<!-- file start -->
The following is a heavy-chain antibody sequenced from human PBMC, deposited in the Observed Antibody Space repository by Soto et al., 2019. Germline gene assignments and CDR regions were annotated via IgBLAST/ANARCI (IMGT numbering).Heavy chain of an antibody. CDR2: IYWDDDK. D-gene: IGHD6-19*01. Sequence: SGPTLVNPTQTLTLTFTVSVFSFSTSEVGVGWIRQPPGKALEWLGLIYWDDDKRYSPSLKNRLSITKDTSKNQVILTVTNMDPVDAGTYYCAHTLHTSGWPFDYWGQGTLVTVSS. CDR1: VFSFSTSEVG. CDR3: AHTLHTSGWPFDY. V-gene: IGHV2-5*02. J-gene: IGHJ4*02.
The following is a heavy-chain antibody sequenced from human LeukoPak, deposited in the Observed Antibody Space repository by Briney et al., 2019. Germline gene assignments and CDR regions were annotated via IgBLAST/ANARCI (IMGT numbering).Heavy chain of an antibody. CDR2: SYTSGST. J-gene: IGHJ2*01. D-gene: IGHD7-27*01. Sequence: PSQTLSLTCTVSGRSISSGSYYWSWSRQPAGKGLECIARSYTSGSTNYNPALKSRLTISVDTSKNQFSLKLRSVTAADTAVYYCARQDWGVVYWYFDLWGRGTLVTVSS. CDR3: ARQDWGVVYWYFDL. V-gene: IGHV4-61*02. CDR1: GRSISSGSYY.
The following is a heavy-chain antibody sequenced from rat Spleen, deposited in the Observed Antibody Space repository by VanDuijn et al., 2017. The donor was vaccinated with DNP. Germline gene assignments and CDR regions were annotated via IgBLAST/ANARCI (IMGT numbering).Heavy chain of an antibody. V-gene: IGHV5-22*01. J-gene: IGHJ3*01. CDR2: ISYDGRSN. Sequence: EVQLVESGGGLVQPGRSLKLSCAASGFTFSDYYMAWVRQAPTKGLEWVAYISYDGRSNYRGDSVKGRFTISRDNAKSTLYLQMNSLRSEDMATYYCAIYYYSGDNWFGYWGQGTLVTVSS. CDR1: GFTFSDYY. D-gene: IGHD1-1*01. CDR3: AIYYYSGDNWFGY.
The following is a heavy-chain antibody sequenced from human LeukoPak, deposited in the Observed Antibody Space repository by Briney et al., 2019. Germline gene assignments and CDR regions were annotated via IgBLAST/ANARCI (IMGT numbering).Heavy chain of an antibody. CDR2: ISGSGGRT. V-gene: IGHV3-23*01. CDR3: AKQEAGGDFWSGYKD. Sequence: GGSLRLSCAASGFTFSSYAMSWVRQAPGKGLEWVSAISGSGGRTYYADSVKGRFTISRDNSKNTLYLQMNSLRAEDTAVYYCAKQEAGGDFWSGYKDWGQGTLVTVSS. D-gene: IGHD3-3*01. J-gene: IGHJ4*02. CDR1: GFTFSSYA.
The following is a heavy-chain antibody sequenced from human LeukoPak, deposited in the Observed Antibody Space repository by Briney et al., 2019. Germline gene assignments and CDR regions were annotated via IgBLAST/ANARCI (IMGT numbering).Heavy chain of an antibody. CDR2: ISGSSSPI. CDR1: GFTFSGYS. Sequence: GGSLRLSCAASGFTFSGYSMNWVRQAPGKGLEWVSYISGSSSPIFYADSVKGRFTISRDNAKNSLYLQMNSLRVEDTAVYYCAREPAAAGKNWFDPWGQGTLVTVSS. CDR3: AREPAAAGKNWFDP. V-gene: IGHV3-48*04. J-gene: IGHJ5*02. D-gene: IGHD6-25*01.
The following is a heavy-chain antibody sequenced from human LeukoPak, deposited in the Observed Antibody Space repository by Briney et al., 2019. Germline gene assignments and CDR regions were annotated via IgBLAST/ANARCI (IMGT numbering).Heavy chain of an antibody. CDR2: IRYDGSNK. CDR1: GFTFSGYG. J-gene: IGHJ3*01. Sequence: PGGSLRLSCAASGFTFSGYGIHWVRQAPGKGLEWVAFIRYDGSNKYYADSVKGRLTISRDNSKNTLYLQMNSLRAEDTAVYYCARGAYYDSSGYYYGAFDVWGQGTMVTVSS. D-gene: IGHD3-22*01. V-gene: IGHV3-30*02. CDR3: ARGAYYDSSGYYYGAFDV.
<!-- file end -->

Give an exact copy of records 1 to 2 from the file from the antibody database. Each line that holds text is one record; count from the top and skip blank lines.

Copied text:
The following is a heavy-chain antibody sequenced from human PBMC, deposited in the Observed Antibody Space repository by Soto et al., 2019. Germline gene assignments and CDR regions were annotated via IgBLAST/ANARCI (IMGT numbering).Heavy chain of an antibody. CDR2: IYWDDDK. D-gene: IGHD6-19*01. Sequence: SGPTLVNPTQTLTLTFTVSVFSFSTSEVGVGWIRQPPGKALEWLGLIYWDDDKRYSPSLKNRLSITKDTSKNQVILTVTNMDPVDAGTYYCAHTLHTSGWPFDYWGQGTLVTVSS. CDR1: VFSFSTSEVG. CDR3: AHTLHTSGWPFDY. V-gene: IGHV2-5*02. J-gene: IGHJ4*02.
The following is a heavy-chain antibody sequenced from human LeukoPak, deposited in the Observed Antibody Space repository by Briney et al., 2019. Germline gene assignments and CDR regions were annotated via IgBLAST/ANARCI (IMGT numbering).Heavy chain of an antibody. CDR2: SYTSGST. J-gene: IGHJ2*01. D-gene: IGHD7-27*01. Sequence: PSQTLSLTCTVSGRSISSGSYYWSWSRQPAGKGLECIARSYTSGSTNYNPALKSRLTISVDTSKNQFSLKLRSVTAADTAVYYCARQDWGVVYWYFDLWGRGTLVTVSS. CDR3: ARQDWGVVYWYFDL. V-gene: IGHV4-61*02. CDR1: GRSISSGSYY.